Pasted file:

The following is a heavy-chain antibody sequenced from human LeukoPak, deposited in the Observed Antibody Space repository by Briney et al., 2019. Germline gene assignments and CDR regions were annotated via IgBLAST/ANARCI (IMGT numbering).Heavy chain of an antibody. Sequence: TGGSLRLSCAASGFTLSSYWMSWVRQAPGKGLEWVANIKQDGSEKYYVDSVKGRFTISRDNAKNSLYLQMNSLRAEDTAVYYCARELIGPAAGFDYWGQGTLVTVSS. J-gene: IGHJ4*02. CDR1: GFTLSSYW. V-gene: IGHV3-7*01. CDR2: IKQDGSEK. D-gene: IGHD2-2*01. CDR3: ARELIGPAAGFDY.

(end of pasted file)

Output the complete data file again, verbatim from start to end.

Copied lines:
The following is a heavy-chain antibody sequenced from human LeukoPak, deposited in the Observed Antibody Space repository by Briney et al., 2019. Germline gene assignments and CDR regions were annotated via IgBLAST/ANARCI (IMGT numbering).Heavy chain of an antibody. Sequence: TGGSLRLSCAASGFTLSSYWMSWVRQAPGKGLEWVANIKQDGSEKYYVDSVKGRFTISRDNAKNSLYLQMNSLRAEDTAVYYCARELIGPAAGFDYWGQGTLVTVSS. J-gene: IGHJ4*02. CDR1: GFTLSSYW. V-gene: IGHV3-7*01. CDR2: IKQDGSEK. D-gene: IGHD2-2*01. CDR3: ARELIGPAAGFDY.